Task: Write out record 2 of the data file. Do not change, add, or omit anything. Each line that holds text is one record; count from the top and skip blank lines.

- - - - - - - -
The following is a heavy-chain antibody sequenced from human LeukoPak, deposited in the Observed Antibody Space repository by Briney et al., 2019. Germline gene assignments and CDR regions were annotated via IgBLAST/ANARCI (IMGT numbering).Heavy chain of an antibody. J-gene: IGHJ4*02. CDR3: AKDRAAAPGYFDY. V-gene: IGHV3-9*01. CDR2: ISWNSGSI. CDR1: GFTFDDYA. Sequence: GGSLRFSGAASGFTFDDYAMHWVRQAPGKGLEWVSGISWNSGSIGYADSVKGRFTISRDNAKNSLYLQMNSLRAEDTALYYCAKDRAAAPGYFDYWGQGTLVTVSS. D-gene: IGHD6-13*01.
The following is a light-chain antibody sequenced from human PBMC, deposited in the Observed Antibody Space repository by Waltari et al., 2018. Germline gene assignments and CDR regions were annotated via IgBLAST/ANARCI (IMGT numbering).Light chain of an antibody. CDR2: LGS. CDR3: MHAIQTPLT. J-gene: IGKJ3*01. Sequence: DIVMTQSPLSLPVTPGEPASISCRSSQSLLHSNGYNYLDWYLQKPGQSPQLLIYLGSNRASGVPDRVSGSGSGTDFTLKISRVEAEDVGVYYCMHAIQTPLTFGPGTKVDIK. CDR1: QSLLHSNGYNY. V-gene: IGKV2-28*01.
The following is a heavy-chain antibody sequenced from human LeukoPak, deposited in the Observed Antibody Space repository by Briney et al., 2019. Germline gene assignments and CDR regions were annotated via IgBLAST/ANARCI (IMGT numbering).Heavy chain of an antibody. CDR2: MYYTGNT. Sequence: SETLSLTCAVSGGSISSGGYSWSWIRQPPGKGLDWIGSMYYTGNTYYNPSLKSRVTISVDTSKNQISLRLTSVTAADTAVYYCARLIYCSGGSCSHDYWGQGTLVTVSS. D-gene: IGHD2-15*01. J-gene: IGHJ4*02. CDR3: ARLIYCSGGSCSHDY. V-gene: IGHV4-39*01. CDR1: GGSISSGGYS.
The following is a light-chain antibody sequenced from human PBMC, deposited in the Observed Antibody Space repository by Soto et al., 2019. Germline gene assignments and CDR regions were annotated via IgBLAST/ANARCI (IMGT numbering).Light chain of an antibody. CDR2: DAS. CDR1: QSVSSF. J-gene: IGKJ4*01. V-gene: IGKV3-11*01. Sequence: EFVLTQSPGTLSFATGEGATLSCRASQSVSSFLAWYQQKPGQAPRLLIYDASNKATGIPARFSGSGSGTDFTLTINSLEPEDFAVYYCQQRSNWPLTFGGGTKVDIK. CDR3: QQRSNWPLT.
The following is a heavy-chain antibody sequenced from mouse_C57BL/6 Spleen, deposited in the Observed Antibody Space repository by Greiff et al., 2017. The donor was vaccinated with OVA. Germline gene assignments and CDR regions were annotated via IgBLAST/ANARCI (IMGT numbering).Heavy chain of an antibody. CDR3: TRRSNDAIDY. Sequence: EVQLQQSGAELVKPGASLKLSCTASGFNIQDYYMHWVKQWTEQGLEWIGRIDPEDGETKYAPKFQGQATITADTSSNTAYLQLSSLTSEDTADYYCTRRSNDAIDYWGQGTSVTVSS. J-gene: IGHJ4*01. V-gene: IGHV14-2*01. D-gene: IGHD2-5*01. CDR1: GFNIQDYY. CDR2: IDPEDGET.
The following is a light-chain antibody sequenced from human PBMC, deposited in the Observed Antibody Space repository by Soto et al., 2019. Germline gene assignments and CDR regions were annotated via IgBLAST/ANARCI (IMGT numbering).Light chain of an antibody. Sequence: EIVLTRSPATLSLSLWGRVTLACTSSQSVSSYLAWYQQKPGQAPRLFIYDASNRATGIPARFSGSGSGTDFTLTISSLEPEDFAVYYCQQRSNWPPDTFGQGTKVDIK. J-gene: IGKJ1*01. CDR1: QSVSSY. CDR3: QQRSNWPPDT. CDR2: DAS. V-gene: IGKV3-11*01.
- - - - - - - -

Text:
The following is a light-chain antibody sequenced from human PBMC, deposited in the Observed Antibody Space repository by Waltari et al., 2018. Germline gene assignments and CDR regions were annotated via IgBLAST/ANARCI (IMGT numbering).Light chain of an antibody. CDR2: LGS. CDR3: MHAIQTPLT. J-gene: IGKJ3*01. Sequence: DIVMTQSPLSLPVTPGEPASISCRSSQSLLHSNGYNYLDWYLQKPGQSPQLLIYLGSNRASGVPDRVSGSGSGTDFTLKISRVEAEDVGVYYCMHAIQTPLTFGPGTKVDIK. CDR1: QSLLHSNGYNY. V-gene: IGKV2-28*01.